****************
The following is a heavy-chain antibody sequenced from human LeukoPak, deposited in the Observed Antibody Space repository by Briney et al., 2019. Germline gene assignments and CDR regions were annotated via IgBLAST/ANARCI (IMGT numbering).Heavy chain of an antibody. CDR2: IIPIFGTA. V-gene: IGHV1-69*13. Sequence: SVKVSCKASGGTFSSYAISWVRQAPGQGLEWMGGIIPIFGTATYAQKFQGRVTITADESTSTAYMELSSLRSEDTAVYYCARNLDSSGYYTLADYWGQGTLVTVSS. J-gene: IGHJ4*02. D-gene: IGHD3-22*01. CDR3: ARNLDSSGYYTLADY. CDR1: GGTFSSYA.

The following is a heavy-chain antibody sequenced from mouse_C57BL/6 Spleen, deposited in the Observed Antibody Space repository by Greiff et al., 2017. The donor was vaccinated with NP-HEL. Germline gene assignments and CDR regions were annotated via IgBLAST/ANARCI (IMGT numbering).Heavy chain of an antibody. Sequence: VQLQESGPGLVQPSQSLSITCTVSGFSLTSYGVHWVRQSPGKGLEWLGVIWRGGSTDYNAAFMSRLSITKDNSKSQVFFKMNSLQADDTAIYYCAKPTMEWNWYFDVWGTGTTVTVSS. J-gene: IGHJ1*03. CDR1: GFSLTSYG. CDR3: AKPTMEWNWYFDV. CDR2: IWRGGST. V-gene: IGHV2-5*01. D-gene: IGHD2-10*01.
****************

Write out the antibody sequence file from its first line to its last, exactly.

The following is a heavy-chain antibody sequenced from human LeukoPak, deposited in the Observed Antibody Space repository by Briney et al., 2019. Germline gene assignments and CDR regions were annotated via IgBLAST/ANARCI (IMGT numbering).Heavy chain of an antibody. CDR2: IIPIFGTA. V-gene: IGHV1-69*13. Sequence: SVKVSCKASGGTFSSYAISWVRQAPGQGLEWMGGIIPIFGTATYAQKFQGRVTITADESTSTAYMELSSLRSEDTAVYYCARNLDSSGYYTLADYWGQGTLVTVSS. J-gene: IGHJ4*02. D-gene: IGHD3-22*01. CDR3: ARNLDSSGYYTLADY. CDR1: GGTFSSYA.

The following is a heavy-chain antibody sequenced from mouse_C57BL/6 Spleen, deposited in the Observed Antibody Space repository by Greiff et al., 2017. The donor was vaccinated with NP-HEL. Germline gene assignments and CDR regions were annotated via IgBLAST/ANARCI (IMGT numbering).Heavy chain of an antibody. Sequence: VQLQESGPGLVQPSQSLSITCTVSGFSLTSYGVHWVRQSPGKGLEWLGVIWRGGSTDYNAAFMSRLSITKDNSKSQVFFKMNSLQADDTAIYYCAKPTMEWNWYFDVWGTGTTVTVSS. J-gene: IGHJ1*03. CDR1: GFSLTSYG. CDR3: AKPTMEWNWYFDV. CDR2: IWRGGST. V-gene: IGHV2-5*01. D-gene: IGHD2-10*01.